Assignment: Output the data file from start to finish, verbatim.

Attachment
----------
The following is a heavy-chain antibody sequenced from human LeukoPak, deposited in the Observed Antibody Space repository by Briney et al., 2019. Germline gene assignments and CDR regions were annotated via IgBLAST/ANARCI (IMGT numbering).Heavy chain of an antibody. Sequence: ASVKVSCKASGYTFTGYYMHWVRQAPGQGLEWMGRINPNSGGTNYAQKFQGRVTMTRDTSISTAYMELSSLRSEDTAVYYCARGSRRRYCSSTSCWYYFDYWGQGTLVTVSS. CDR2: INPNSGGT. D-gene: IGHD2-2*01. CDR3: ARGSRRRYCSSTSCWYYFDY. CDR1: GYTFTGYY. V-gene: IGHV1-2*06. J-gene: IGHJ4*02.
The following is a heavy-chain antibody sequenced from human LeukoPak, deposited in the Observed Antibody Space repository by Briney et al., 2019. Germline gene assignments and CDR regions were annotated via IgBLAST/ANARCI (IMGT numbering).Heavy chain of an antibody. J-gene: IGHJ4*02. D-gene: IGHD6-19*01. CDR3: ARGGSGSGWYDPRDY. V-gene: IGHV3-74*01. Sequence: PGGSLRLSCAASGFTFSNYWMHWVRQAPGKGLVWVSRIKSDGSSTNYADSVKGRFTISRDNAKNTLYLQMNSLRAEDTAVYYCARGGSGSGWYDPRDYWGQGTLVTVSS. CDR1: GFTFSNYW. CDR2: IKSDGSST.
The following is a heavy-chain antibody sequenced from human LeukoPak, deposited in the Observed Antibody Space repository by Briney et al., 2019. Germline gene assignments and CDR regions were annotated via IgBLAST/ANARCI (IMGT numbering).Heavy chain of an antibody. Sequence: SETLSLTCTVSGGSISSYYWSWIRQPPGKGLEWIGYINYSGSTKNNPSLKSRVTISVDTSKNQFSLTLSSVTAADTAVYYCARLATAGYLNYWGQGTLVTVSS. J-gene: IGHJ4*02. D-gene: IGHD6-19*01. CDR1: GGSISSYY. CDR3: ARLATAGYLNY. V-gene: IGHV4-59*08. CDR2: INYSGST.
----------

The following is a heavy-chain antibody sequenced from human LeukoPak, deposited in the Observed Antibody Space repository by Briney et al., 2019. Germline gene assignments and CDR regions were annotated via IgBLAST/ANARCI (IMGT numbering).Heavy chain of an antibody. Sequence: ASVKVSCKASGYTFTGYYMHWVRQAPGQGLEWMGRINPNSGGTNYAQKFQGRVTMTRDTSISTAYMELSSLRSEDTAVYYCARGSRRRYCSSTSCWYYFDYWGQGTLVTVSS. CDR2: INPNSGGT. D-gene: IGHD2-2*01. CDR3: ARGSRRRYCSSTSCWYYFDY. CDR1: GYTFTGYY. V-gene: IGHV1-2*06. J-gene: IGHJ4*02.
The following is a heavy-chain antibody sequenced from human LeukoPak, deposited in the Observed Antibody Space repository by Briney et al., 2019. Germline gene assignments and CDR regions were annotated via IgBLAST/ANARCI (IMGT numbering).Heavy chain of an antibody. J-gene: IGHJ4*02. D-gene: IGHD6-19*01. CDR3: ARGGSGSGWYDPRDY. V-gene: IGHV3-74*01. Sequence: PGGSLRLSCAASGFTFSNYWMHWVRQAPGKGLVWVSRIKSDGSSTNYADSVKGRFTISRDNAKNTLYLQMNSLRAEDTAVYYCARGGSGSGWYDPRDYWGQGTLVTVSS. CDR1: GFTFSNYW. CDR2: IKSDGSST.
The following is a heavy-chain antibody sequenced from human LeukoPak, deposited in the Observed Antibody Space repository by Briney et al., 2019. Germline gene assignments and CDR regions were annotated via IgBLAST/ANARCI (IMGT numbering).Heavy chain of an antibody. Sequence: SETLSLTCTVSGGSISSYYWSWIRQPPGKGLEWIGYINYSGSTKNNPSLKSRVTISVDTSKNQFSLTLSSVTAADTAVYYCARLATAGYLNYWGQGTLVTVSS. J-gene: IGHJ4*02. D-gene: IGHD6-19*01. CDR1: GGSISSYY. CDR3: ARLATAGYLNY. V-gene: IGHV4-59*08. CDR2: INYSGST.